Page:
I was so overwhelmed I didn’t know what to do. So, I did nothing. I let my hair grow out and my roots began to reveal my natural color, which I hadn’t seen since elementary school. I let everything grow out. I let the friendships that no longer worked fall by the wayside. I stopped showing up in any meaningful way to the job that wasn’t satisfying me. Slowly and steadily, my hair turned into a long two toned mess of waves. To my convenient luck, the Ombre style hit it big. People constantly asked me where I got mine done. I’d laugh and tell them to drink enough wine and stop giving a fuck. It’ll work like a charm.

Eventually, I had to do something. About my hair and all the things I wasn’t thrilled with. Letting things rot away without making a decision is still a decision. I was kidding myself to think I had been on a pause when life stops for no one. So I made the decision to choose myself.

During the time of growing my blonde hair out, I’d made stronger friendships, I’d gotten engaged, I’d even started to write a new book, a little something fun about my twenties, something just for me. Eventually, the time had come again. I stared at the girl in the mirror, and it was time to cut the last remaining blonde ends away.

“It’s the end of an era,” I thought as I saw tiny pieces of faded blonde fall to the ground and get swept up at the saloon. Just like that, the last trace of my frivolous years were gone. I was brunette once again, but not the manufactured browns and coppers I’d experimented with when I was trying to be edgy in college. No, this was me. My own face set upon a backdrop of my own hair, the color and texture I’d been resisting for years finally fully present and visible. 

Now that I stopped trying to make it something else, I noticed it had changed. Everything I did to it caught up with me. My hair stopped growing past my shoulders from that point on, and it was never as thick as it was during those long, blonde years. My hippy-length hair days were behind me––just in time for my thirtieth birthday. The moment was ripe for another impulsive move, so I signed my fiance and I up for a self-help workshop. I’d never done anything like that before.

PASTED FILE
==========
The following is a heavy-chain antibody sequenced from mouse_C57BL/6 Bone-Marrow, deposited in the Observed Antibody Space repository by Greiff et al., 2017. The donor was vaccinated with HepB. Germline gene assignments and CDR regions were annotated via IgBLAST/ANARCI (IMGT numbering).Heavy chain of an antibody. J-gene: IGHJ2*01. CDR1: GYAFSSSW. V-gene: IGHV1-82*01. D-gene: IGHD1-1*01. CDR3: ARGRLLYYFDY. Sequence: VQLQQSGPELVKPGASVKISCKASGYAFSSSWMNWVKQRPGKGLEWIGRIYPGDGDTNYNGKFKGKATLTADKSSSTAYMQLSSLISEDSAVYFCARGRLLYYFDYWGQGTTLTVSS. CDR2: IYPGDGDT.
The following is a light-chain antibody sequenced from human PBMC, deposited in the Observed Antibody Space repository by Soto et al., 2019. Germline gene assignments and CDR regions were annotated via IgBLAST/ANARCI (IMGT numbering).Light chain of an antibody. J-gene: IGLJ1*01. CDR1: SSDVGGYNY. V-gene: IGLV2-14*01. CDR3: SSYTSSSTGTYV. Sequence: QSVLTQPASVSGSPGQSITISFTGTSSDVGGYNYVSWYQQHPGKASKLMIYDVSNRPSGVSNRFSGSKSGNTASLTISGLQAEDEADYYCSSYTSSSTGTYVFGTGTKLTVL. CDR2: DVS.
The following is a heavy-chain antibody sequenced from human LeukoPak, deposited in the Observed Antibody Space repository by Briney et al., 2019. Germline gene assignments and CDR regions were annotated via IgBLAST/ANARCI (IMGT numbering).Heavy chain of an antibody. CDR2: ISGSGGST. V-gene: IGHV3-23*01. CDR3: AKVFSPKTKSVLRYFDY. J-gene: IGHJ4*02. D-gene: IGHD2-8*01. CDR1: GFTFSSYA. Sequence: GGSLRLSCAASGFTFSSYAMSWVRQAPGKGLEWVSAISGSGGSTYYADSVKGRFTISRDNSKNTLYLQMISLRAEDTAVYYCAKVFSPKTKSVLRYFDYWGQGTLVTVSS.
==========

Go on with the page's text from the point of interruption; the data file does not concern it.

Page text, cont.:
The experience changed my life. I was reinvented and ready for a new decade. My book Embrace That Girl was published and the years following that workshop and haircut were as natural as can be. I’d never been more myself in my entire life. I parted ways with the last of what was not working, we left our life in Miami, Florida and moved to the mountains in North Carolina. We had a wedding in a vineyard in Spain staring at a panoramic view of Toledo laughing and dancing with all our friends. The perfect segway to our new life.

I thought I’d figured it all out. Just as I’d come home to my chestnut color, I’d come home to my own sensibilities and artistic freedom. This wasn’t the carefree energy I confused for real freedom in my twenties, this was something different. Life was good… until it got hard again. 

Life does this, I’m learning. Little by little, my self-doubts came back. Every road block we hit with our new mountain home chipped away at my newly found confidence. Every challenge with my book made me question if I was in over my head. And worst of all, I couldn’t find anyone that knew how to cut my damn hair. Three bad haircuts and two years later, I found myself looking in the mirror once more. 

My liberating natural color was becoming ever more dull in my eyes, and worse, sprouting gray hairs reminding me of a big decision I’ve put off making: starting a family. Will my eggs shrivel up before I decide I don’t want to be in full control over my body and life? Am I really so selfish that my wanting to wait will actually mean I don’t get to be a mother? I’m approaching the threshold women warned me about, the “at risk” mark. All of a sudden the things I was so proud of myself for were getting clouded. I’d just written a book about embracing myself, but here I am plucking another two gray hairs and wondering if people will like me once they read it.

I need a haircut. I need a really good haircut. 

I told my husband this was a routine cut with a new hairdresser. “I want to try her out,” I said. But perhaps after years of being together, he’s picked up when I have an itch. “Don’t cut it too short, okay?” he told me before I walked to my appointment. I kissed him on the cheek on my way out. “I won’t.”

And now I’m walking back, defiantly proud that I’ve cut it short, that I’m wearing sandals, not heels to make myself look taller, no makeup to cover up the sun spots, and I’m light as air. I’m floating. I don’t even care if it looks good. I feel like I did something that reminded me I can do things.

I allow myself to fully feel this before I talk myself out of it, before I shrug it off, like “It’s just hair.” Because it’s not. When I see my short hair, the rest of me grows into that new person. On the flip side, when I’ve gone through something so big, I’ve wanted to change something physical so I can see it.

I knew the moment I let that woman snip my locks I was on the precipice of another era. I can’t tell what it is yet, but I can feel the shedding of something old being replaced by the electricity of new possibilities.